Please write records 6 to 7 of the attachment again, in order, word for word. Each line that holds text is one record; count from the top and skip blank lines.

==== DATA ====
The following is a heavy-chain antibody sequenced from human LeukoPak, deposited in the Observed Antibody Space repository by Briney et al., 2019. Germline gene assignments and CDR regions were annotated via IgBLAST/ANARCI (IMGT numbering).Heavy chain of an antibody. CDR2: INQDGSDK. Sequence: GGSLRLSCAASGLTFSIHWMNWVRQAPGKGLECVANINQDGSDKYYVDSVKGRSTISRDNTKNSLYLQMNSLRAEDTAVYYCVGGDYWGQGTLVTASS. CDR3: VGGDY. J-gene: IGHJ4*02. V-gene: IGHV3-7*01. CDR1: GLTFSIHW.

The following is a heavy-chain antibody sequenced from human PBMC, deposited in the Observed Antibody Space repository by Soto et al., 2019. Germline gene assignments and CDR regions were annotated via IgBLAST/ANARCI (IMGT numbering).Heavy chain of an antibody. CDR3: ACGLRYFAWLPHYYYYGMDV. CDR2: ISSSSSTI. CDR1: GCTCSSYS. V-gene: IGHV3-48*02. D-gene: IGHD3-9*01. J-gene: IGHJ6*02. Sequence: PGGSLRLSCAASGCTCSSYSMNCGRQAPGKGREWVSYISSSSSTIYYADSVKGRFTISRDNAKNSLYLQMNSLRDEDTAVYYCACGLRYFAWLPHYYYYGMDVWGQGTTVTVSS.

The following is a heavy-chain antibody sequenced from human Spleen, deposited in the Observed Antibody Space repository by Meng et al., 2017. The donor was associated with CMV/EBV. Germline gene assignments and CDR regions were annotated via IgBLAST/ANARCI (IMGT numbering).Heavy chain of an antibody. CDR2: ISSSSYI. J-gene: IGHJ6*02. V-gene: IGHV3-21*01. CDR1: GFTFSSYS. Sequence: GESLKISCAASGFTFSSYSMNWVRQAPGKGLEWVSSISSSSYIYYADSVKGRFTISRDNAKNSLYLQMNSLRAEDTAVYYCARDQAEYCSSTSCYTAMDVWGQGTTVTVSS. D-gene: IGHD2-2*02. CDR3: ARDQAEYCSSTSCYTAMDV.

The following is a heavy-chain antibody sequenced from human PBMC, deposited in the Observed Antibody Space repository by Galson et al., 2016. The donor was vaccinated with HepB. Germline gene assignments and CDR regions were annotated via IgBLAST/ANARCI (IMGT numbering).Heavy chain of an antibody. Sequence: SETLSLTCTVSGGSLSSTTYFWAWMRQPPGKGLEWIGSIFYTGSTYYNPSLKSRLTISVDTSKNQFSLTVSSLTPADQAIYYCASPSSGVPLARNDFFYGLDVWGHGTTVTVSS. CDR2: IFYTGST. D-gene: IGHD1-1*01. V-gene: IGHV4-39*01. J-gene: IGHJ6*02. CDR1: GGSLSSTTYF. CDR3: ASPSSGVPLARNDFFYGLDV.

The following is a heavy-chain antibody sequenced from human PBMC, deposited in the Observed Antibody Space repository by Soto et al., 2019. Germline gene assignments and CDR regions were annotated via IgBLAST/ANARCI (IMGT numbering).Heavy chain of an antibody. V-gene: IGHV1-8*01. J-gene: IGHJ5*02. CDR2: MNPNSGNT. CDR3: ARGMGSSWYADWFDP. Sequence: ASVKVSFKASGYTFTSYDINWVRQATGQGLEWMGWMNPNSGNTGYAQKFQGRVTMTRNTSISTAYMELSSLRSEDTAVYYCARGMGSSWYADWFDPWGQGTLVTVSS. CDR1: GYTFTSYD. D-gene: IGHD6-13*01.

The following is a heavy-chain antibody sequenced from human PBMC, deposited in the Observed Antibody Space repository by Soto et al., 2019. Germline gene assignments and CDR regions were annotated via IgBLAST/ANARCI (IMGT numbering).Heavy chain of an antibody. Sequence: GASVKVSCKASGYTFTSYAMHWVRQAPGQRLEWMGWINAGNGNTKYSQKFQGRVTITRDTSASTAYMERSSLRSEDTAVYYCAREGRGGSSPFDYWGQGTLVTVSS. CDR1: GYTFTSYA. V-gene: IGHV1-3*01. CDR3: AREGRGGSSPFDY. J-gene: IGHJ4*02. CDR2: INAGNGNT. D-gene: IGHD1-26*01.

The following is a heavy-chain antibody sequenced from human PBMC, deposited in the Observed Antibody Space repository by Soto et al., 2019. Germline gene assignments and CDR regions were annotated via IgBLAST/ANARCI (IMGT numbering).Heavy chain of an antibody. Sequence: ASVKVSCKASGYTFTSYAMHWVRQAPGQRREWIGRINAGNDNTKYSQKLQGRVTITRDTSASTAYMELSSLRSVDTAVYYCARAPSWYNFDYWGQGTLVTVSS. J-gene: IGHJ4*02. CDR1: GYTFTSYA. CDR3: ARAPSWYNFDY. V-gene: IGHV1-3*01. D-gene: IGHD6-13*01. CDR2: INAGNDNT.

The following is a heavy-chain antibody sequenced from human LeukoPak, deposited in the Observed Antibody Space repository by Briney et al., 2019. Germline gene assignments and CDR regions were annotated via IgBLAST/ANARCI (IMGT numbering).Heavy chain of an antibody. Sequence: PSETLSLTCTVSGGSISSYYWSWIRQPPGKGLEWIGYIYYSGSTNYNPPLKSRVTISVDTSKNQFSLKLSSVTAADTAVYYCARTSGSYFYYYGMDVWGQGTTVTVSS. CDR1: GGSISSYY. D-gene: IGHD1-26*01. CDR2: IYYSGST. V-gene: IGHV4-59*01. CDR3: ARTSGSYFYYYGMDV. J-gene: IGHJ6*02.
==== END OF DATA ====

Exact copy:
The following is a heavy-chain antibody sequenced from human PBMC, deposited in the Observed Antibody Space repository by Soto et al., 2019. Germline gene assignments and CDR regions were annotated via IgBLAST/ANARCI (IMGT numbering).Heavy chain of an antibody. Sequence: GASVKVSCKASGYTFTSYAMHWVRQAPGQRLEWMGWINAGNGNTKYSQKFQGRVTITRDTSASTAYMERSSLRSEDTAVYYCAREGRGGSSPFDYWGQGTLVTVSS. CDR1: GYTFTSYA. V-gene: IGHV1-3*01. CDR3: AREGRGGSSPFDY. J-gene: IGHJ4*02. CDR2: INAGNGNT. D-gene: IGHD1-26*01.

The following is a heavy-chain antibody sequenced from human PBMC, deposited in the Observed Antibody Space repository by Soto et al., 2019. Germline gene assignments and CDR regions were annotated via IgBLAST/ANARCI (IMGT numbering).Heavy chain of an antibody. Sequence: ASVKVSCKASGYTFTSYAMHWVRQAPGQRREWIGRINAGNDNTKYSQKLQGRVTITRDTSASTAYMELSSLRSVDTAVYYCARAPSWYNFDYWGQGTLVTVSS. J-gene: IGHJ4*02. CDR1: GYTFTSYA. CDR3: ARAPSWYNFDY. V-gene: IGHV1-3*01. D-gene: IGHD6-13*01. CDR2: INAGNDNT.